Foundation is unclear (unimpeachable) Severity: Threats vs. battery vs. homicide
Relies on charismatic authority Decisions Frequency: Single vs. multiple events
are broad bandwidth Focus is on Context: Situational precipitants or
culpability, not action. co-factors.
22Anamnestic: Features. Imposes minor 56The Follow-Up. Data source: Patient
structure on evaluation Must consider, at vs. collaterals vs. records Time at risk:
a minimum, nature and context of past Weeks vs. months vs. years Interventions:
violence Action-oriented Logically related Dynamic factors, life events Monitoring:
to development of risk management Continuous vs. endpoint.
strategies Consistent with “relapse 57Indexes of Accuracy. Comparison group:
prevention” or “harm reduction” Other patients vs. normals Statistic: Uni-
approaches. vs. multi-variate, time Weighting of
23Anamnestic: Limitations. Unknown errors: Equal vs. differential
reliability Unknown validity Assumes that Interpretation: Chance vs. status quo vs.
history will repeat itself Violent careers perfection.
are static Violent people are specialists. 58Science Responds to Complexity.
24Structured: Features. Imposes major 59Example: Psychopathy. Harris, Rice,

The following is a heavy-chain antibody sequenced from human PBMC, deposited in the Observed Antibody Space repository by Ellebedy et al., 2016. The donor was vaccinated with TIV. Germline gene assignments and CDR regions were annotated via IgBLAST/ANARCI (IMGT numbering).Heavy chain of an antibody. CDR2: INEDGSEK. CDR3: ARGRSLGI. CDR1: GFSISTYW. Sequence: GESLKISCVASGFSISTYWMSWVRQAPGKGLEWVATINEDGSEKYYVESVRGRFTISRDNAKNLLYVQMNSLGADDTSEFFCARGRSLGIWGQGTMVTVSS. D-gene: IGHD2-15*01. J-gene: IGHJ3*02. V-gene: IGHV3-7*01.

structure on evaluation Must consider, at & Cormier (1991).
a minimum, a fixed and explicit set of 60Example (cont.). In this study...
risk factors Specifies process for Accuracy of positive predictions is 77%
information-gathering Imposes minor Accuracy of negative predictions is 79%
structure on decision Specifies language Overall accuracy is 78% Chance-corrected
for communicating findings agreement is 53% Correlation is .53 Odds
Action-oriented. ratio is 12.5.
25Structured: Limitations. Requires 61Example (cont.). So, how did we do?
“retooling” of evaluation process Relative to chance: Great! Relative to
Systematized information-gathering New perfection: Awful! Relative to the status
training and technology Justification for quo: ???
imposing structure requires inductive 62What is the status quo? Predictions of
logic (faith) What works elsewhere will violence using the PCL-R typically have an
work here Professional discretion is effect size (r) of about .35; the average
appropriate. effect size for psychosis is about .30 An
26HCR-20. HCR-20, version 2 Webster, effect size of .40 may be the “forensic
Douglas, Eaves, & Hart (1997) Designed sound barrier” But what is the status quo
to assess risk for violence in those with in other human endeavors?
mental or personality disorders 10 63Meta-Meta-Analysis. Lipsey &
Historical, 5 Clinical, and 5 Risk Wilson (1993) reviewed 302 meta-analyses
Management factors. Determined typical effect sizes for
27Applications. Assess clinical psychological, educational, and medical
evaluations of violence risk across a interventions.
broad range of populations and settings 64Psychological Interventions. CBT — ?
Civil and forensic psychiatric, depression .44 Psychotherapy — any ? .39
correctional Institution, community Correctional programs (youths) .23 — any ?